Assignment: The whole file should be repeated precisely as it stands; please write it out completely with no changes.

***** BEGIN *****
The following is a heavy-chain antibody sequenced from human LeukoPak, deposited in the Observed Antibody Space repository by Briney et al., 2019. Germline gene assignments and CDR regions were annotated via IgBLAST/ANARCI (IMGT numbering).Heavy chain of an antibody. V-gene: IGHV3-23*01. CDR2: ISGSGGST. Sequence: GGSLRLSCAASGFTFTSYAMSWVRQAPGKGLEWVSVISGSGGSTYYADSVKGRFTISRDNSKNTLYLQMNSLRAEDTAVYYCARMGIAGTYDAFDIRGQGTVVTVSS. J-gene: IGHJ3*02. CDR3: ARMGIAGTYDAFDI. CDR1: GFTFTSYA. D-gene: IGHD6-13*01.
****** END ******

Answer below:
The following is a heavy-chain antibody sequenced from human LeukoPak, deposited in the Observed Antibody Space repository by Briney et al., 2019. Germline gene assignments and CDR regions were annotated via IgBLAST/ANARCI (IMGT numbering).Heavy chain of an antibody. V-gene: IGHV3-23*01. CDR2: ISGSGGST. Sequence: GGSLRLSCAASGFTFTSYAMSWVRQAPGKGLEWVSVISGSGGSTYYADSVKGRFTISRDNSKNTLYLQMNSLRAEDTAVYYCARMGIAGTYDAFDIRGQGTVVTVSS. J-gene: IGHJ3*02. CDR3: ARMGIAGTYDAFDI. CDR1: GFTFTSYA. D-gene: IGHD6-13*01.